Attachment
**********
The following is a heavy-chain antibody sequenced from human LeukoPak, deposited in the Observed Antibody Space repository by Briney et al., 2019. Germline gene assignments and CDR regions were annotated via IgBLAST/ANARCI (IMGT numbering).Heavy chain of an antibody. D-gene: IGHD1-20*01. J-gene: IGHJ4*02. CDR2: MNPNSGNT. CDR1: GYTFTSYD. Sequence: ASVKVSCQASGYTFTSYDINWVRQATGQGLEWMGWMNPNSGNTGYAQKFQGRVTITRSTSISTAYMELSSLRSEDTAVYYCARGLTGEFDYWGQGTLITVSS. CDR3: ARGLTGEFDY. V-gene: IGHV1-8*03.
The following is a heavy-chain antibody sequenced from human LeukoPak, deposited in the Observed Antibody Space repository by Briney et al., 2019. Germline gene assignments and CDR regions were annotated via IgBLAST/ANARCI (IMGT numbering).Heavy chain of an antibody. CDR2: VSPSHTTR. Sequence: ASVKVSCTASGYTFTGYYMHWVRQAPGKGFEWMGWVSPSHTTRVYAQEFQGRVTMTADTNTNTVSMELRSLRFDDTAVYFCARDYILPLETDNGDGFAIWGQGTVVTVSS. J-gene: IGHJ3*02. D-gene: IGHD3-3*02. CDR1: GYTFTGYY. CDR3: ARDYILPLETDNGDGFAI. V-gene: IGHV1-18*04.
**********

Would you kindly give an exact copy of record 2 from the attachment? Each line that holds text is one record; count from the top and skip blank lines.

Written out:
The following is a heavy-chain antibody sequenced from human LeukoPak, deposited in the Observed Antibody Space repository by Briney et al., 2019. Germline gene assignments and CDR regions were annotated via IgBLAST/ANARCI (IMGT numbering).Heavy chain of an antibody. CDR2: VSPSHTTR. Sequence: ASVKVSCTASGYTFTGYYMHWVRQAPGKGFEWMGWVSPSHTTRVYAQEFQGRVTMTADTNTNTVSMELRSLRFDDTAVYFCARDYILPLETDNGDGFAIWGQGTVVTVSS. J-gene: IGHJ3*02. D-gene: IGHD3-3*02. CDR1: GYTFTGYY. CDR3: ARDYILPLETDNGDGFAI. V-gene: IGHV1-18*04.